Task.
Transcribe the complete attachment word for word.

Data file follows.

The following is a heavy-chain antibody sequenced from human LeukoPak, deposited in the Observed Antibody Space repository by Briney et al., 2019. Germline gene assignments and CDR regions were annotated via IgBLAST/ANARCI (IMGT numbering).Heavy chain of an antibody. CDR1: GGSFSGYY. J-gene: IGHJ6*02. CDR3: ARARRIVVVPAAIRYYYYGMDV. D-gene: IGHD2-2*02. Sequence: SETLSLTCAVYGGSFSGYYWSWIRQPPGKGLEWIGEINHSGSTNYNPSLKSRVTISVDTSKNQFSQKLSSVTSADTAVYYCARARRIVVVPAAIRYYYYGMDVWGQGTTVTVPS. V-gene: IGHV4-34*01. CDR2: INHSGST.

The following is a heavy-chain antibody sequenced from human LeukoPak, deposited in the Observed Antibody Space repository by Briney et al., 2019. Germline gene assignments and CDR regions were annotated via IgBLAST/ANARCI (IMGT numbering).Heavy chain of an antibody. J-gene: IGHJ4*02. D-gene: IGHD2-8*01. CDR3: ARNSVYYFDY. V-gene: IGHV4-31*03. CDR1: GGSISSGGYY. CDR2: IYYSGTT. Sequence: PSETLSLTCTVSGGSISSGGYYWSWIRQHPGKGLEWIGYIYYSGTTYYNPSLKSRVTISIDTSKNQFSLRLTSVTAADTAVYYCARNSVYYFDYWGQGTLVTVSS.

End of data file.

The following is a heavy-chain antibody sequenced from human LeukoPak, deposited in the Observed Antibody Space repository by Briney et al., 2019. Germline gene assignments and CDR regions were annotated via IgBLAST/ANARCI (IMGT numbering).Heavy chain of an antibody. CDR1: GGSFSGYY. J-gene: IGHJ6*02. CDR3: ARARRIVVVPAAIRYYYYGMDV. D-gene: IGHD2-2*02. Sequence: SETLSLTCAVYGGSFSGYYWSWIRQPPGKGLEWIGEINHSGSTNYNPSLKSRVTISVDTSKNQFSQKLSSVTSADTAVYYCARARRIVVVPAAIRYYYYGMDVWGQGTTVTVPS. V-gene: IGHV4-34*01. CDR2: INHSGST.

The following is a heavy-chain antibody sequenced from human LeukoPak, deposited in the Observed Antibody Space repository by Briney et al., 2019. Germline gene assignments and CDR regions were annotated via IgBLAST/ANARCI (IMGT numbering).Heavy chain of an antibody. J-gene: IGHJ4*02. D-gene: IGHD2-8*01. CDR3: ARNSVYYFDY. V-gene: IGHV4-31*03. CDR1: GGSISSGGYY. CDR2: IYYSGTT. Sequence: PSETLSLTCTVSGGSISSGGYYWSWIRQHPGKGLEWIGYIYYSGTTYYNPSLKSRVTISIDTSKNQFSLRLTSVTAADTAVYYCARNSVYYFDYWGQGTLVTVSS.